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Wednesday, 17 May 1972
Page: 1755


Senator WRIEDT (Tasmania) - 1 dare say that a non-Queenslander has only limited rights even to enter this debate. It was not my intention to do so, but I was prompted to take part in it by the Minister's reply to the second reading debate. As a Tasmanian I also am interested in the operation of the Commonwealth Grants Commission. My contribution to the debate will be short but I will be introducing, I hope, new material. I want to make this point: I think the Minister in his reply said that the purpose of the Commonwealth Grants Commission was to give a fair and equal opportunity to all the States, or words to that effect. I think that was the intention of what he said. I have said before in the Senate that Tasmania, Queensland and South Australia do not get equal treatment with the other States under the present structure of the Grants Commission. There are 3 principal sources from which the States can obtain finance for their development. Firstly they can get it through Commonwealth-State loans and grants; secondly, through Commonwealth departmental spending, which this year is in excess of $3 billion; and thirdly, through private investment in the various States. The 3 States that I have mentioned include Queensland. I am disappointed that no honourable senator on either side has made this point. It is in this area that those 3 States are missing out. It is not the responsibility of the Grants Commission to take these factors into account. Until the Grants Commission or some other authority is instituted to look at all the relevant factors concerning the development of the States, these disabilities will apply in the 3 States that I have mentioned - Tasmania, Queensland and South Australia.

Let me give a quick instance of this. In the 12 months to June 1971, 74 per cent of private investment in secondary industry in Australia went to Victoria and New South Wales, which have only 63 per cent of the population. Tasmania, with 3 per cent of the population, received 1.5 per cent of that investment. 1 cannot remember from the top of my head the figures for South Australia and Queensland, but South Australia was second last and Queensland was third last. In other words, Tasmania was sixth, South Australia was fifth and Queensland was fourth.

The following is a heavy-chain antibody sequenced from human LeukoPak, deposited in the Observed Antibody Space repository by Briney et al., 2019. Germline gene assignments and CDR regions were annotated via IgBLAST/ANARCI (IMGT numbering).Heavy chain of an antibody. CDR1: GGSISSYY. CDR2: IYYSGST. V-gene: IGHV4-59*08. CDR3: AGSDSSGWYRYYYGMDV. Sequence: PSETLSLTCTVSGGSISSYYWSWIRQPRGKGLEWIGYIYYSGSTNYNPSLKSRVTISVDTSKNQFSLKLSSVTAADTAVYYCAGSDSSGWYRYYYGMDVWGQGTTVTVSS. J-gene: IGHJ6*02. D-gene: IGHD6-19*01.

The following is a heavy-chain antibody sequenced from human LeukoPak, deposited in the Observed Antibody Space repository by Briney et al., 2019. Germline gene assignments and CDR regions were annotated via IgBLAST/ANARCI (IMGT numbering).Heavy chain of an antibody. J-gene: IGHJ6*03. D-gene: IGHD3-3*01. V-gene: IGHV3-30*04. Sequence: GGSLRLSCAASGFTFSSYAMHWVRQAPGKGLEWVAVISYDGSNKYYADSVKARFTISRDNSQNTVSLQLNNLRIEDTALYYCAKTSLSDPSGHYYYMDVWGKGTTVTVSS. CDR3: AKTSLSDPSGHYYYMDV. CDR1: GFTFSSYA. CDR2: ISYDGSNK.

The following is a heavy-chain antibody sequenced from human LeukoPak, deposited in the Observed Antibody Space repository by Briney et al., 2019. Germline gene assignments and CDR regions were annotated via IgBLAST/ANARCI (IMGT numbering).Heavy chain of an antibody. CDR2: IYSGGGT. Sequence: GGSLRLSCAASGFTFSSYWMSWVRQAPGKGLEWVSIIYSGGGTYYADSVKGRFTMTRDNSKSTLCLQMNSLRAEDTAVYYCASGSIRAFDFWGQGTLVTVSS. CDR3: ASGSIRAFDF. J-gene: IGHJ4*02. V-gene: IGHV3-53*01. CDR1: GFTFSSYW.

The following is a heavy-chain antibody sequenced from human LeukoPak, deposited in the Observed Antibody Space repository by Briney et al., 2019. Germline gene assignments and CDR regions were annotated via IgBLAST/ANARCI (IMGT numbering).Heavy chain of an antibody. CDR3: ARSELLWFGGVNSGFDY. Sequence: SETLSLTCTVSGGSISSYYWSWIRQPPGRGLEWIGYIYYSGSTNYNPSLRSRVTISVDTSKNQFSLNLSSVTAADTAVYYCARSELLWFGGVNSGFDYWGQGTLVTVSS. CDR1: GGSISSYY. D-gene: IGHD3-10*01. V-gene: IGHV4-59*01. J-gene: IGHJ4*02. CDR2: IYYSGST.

Last year the Department of Supply built at a cost of $1.7m in Melbourne, of all places, a factory for the production of clothes for the armed forces. This is the sort of establishment that should have been built in Queensland, South Australia or Tasmania. Until the Grants Commission or the Commonwealth realises that all these factors are relevant to the development of these States, there will always be this disparity. To talk in terms of $9m for Queensland is a laugh. Queensland, tike Tasmania and South Australia, needs a lot more than $9m. If honourable senators total the level of private investment in the 3 States that are winning - New South Wales, Victoria and Western Australia - they will find that 87 per cent of private investment in secondary industry is going into those 3 States, leaving only 13 per cent for the other 3 States. Is it any wonder that those States are not able to keep up with Victoria and New South Wales? The Grants Commission is falling down on its job, mainly because the Commonwealth has never recognised this fact. That is why the 3 States I have mentioned - Queensland, South Australia and Tasmania - will continue to be mendicant States for years on end. I wanted to take the opportunity to make that point.







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